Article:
Every couple have their own vibe, and it’s a good idea to find this out before the wedding day.  Even if you know your friends well, you don’t necessarily know how they are in front of a camera. Take them out and take photos. This will be a good chance to make sure they’re happy with how you photograph them, and you’ll get to do a trial run to settle the nerves a tad.

3. Go to the rehearsal

Trust me on this one. Find out how they’re walking in, where they’re standing, and plan where you’ll be shooting from. Good places to stand are usually in the aisle for the safe shots, and, if you get the chance and have a zoom lens, over the shoulder of the last groomsman or bridesmaid for the bride’s/groom’s face during the vows. 

Never block the guests’ view, especially those in the front row.  Keep your movements to an absolute minimum.


4. Details matter

If possible, organize a meeting the week before the wedding. Write down the names of the important people, know what time you’re starting and finishing, and get addresses. Get a timeline so you’re not left in the dark about what’s going on next. 

Get a list of family photos — don’t just wing it. The actual wedding is far too chaotic a time to just hope that people will know what family groups should go together. Have a copy of the list on you, because they’ll most likely forget it.

5. Have back up

Never go with one camera. Stuff breaks while you’re using it, not while it’s in the bag. Make sure your cards are cleared off, and you have more cards than you think you’ll need — way more! This goes for batteries, too.  

When you get home, you need to download and back up your images. If I could dance about and wave a flag in front of you to emphasize this point, I would.  I don’t own a flag and I can’t dance, so you’ll just have to imagine it.

6. You’re not going to be a guest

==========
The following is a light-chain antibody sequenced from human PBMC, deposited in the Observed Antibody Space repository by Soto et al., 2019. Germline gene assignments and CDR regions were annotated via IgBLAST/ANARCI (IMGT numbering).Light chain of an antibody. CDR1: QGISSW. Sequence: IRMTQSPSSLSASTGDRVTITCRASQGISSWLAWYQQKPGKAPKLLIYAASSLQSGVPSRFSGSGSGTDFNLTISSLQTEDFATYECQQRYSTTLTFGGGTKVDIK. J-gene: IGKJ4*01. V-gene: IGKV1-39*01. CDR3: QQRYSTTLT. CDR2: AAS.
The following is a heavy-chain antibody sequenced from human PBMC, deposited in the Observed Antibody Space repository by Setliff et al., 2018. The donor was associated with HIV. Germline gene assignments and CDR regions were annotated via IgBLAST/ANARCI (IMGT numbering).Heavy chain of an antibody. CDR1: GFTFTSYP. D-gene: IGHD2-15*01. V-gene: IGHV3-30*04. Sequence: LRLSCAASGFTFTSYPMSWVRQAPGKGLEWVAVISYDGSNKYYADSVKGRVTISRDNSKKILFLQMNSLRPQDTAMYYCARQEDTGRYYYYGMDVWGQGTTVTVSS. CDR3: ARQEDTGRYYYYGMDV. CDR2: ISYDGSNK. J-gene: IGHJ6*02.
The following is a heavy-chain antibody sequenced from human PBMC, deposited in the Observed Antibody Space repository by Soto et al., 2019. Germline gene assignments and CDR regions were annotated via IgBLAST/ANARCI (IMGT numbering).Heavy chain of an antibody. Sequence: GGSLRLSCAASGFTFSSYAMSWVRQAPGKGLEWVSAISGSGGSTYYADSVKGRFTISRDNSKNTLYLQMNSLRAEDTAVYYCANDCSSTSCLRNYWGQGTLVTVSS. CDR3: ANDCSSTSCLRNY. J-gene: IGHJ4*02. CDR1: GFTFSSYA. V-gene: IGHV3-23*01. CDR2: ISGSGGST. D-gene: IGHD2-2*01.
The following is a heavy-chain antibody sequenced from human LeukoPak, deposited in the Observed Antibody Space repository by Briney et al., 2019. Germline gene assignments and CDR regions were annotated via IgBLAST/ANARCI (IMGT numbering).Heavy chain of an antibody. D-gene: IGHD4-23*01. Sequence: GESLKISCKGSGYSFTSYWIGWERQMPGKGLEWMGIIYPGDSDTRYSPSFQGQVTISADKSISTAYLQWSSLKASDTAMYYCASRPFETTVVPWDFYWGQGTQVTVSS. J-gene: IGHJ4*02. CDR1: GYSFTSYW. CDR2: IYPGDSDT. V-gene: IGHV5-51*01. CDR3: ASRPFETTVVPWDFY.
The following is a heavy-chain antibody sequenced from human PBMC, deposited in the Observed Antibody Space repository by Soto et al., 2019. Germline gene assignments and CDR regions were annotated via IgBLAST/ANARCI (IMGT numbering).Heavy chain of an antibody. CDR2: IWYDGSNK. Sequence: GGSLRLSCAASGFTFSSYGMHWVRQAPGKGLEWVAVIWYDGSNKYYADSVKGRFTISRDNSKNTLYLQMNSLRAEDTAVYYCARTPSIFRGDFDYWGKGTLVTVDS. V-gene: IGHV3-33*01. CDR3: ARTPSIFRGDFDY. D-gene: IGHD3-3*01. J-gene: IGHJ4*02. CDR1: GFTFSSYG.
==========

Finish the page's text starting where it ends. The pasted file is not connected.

I’m sorry to have to tell you this, but you won’t be a guest with a camera. You can’t be. If you’re the official wedding photographer, you won’t find time to sit and chat with other guests; there is always somewhere to be and there are always photos to be taken.  

You’ll be both immersed in the event and removed from it. If you enjoy the day, it will be because you get to witness and document a beautiful event, not because you’re partying with your buddies. If you’re not OK with this particular point, it might be a deal breaker — but best you know it now.    

7. Look for the story

Feel free to go into the day with a list of photos in your head that you want to try out, but don’t forget about documenting the story unfolding before you. Every wedding is different, so make sure you invest in it emotionally to really find the beauty.  

The beauty is in the little things: the way the couple look at each other, the parents proudly looking on, the grandparents holding hands and wondering where the years went, the kids wreaking havoc on the side. Make beautiful pictures, but make sure they mean something to someone.

A final, bonus tip: keep well hydrated and wear sensible shoes!

Images illustrating this article were shot by Jessica while working with husband Paul as the wedding photography team behind Jessica Jones Photography. If you want to know more about successful wedding shooting, Jessica has written a book packed with real-life stories, advice, and interviews called The Unpretentious Guide To Wedding Photography. You can order it from, and view more of her work at